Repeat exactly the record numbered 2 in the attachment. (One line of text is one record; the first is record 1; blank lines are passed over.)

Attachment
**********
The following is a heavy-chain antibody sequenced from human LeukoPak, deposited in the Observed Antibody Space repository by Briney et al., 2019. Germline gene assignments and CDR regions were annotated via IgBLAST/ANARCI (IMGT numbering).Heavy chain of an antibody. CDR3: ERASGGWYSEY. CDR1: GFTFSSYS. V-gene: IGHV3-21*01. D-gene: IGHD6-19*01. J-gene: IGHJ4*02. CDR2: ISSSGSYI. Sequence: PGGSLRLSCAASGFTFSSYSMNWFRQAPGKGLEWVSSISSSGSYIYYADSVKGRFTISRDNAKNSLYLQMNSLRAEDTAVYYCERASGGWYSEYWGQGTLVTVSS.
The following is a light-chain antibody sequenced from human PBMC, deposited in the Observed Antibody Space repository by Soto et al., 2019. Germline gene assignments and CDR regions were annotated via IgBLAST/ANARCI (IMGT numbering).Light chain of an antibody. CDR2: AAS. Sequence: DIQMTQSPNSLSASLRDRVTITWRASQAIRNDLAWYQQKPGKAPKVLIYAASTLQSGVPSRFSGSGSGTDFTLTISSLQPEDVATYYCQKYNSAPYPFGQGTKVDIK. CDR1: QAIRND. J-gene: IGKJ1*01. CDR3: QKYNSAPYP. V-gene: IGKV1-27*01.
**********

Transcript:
The following is a light-chain antibody sequenced from human PBMC, deposited in the Observed Antibody Space repository by Soto et al., 2019. Germline gene assignments and CDR regions were annotated via IgBLAST/ANARCI (IMGT numbering).Light chain of an antibody. CDR2: AAS. Sequence: DIQMTQSPNSLSASLRDRVTITWRASQAIRNDLAWYQQKPGKAPKVLIYAASTLQSGVPSRFSGSGSGTDFTLTISSLQPEDVATYYCQKYNSAPYPFGQGTKVDIK. CDR1: QAIRND. J-gene: IGKJ1*01. CDR3: QKYNSAPYP. V-gene: IGKV1-27*01.